The artistry of photographers Ron Stoner and LeRoy Grannis (among others) contributed mightily to the boom in surfing in the 1960s. Their Technicolor spreads of big-wave riders and sun-drenched beaches inspired a generation of Jeff Spicolis to get stoked, and, in turn, helped make surfing a billion-dollar industry. But years before the advent of something called "surf culture," it was a black-and-white photograph taken by an unsung freelancer that jolted the nascent surf community and gave the sport a tidal push toward the mainstream.
Up until World War II, surfing had not traveled far beyond its ancient birthplace, Hawaii, and, in particular, Waikiki. Small enclaves could be found along the California coast and in Australia, in large part due to the efforts of Duke Kahanamoku, the Olympic swimming champ whose exhibitions spread surfing like an aquatic Johnny Appleseed (Applesurf?).
But peace unleashed the pent-up energy of a new breed of young and adventurous surfers. They left the balmy waters of Waikiki, which was now being overrun by tourists, to chase new challenges. One of their favorite spots was Makaha, on Oahu's west shore. Its isolation was part of its allure (the road from Honolulu was unpaved in sections) as were its awesome wintertime waves.
The standup stylings of Duke Kahanamoku and his beachboy brethren (including his five brothers) that had dominated the prewar scene were paleolithic by comparison. They surfed on boards made of solid redwood that weighed upwards of 125 pounds. They were shaped like coffin lids and were so unwieldy that no one dared challenge the big waves that roiled the North Shore of Oahu during wintertime.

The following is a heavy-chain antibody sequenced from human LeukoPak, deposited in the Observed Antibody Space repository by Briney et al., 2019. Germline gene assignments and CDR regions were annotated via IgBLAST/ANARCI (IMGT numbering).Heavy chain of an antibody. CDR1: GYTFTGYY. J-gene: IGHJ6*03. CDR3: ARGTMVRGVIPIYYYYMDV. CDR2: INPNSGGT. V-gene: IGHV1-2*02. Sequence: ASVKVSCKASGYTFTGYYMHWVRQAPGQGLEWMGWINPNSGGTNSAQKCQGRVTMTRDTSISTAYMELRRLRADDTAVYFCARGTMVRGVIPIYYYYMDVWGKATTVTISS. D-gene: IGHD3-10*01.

Here, the war effort directly brought about technological changes that would drastically broaden what could be surfed. As authors Peter Westwick and Peter Neushul point out in their recent book, The World in the Curl: An Unconventional History of Surfing (Crown), the military's efforts to defeat Japan and Germany produced myriad innovations that would transform surfing and enable it to spread beyond Hawaii.
Physicist Hugh Bradner had developed the neoprene wetsuit so that Navy frogmen could stay underwater for long periods of time in cool temperatures. When Bill and Bob Meistrell (who later founded Body Glove) and Jack O'Neill adopted the technology for recreation, it allowed surfers to ply their moves in unchartered and chilly waters. (Good luck surfing Santa Cruz, where O'Neill based his business, without a wetsuit.) Polyurethane foam and fiberglass were developed to lighten the weight of military aircraft, allowing them to probe deep into enemy territory. Engineering student Bob Simmons was among a fervent crew of surfer-tinkerers who thought to use foam for their boards. Foam boards were lighter, cheaper, and more maneuverable—and better able to handle the exigencies of 20-foot waves. Wood would soon be displaced entirely.
Surf photography, too, barely resembled its parochial beginnings. The sport's first lensman, A.R. Gurrey Jr., shot Duke in Waikiki as early as 1910-11, but in the days before waterproof cameras and monster-sized lenses, getting close enough to capture surfing's exhilarating joyrides was nigh impossible. Only a few people—like Tom Blake and Doc Ball—were intrepid enough to try.
But in November of 1953, the coconut wireless buzzed that surf at Makaha was up. WAY up. A freelance photographer named Thomas "Scoop" Tsuzuki heard the news and decamped from Honolulu, from where he frequently contributed breaking-news photos to the local papers.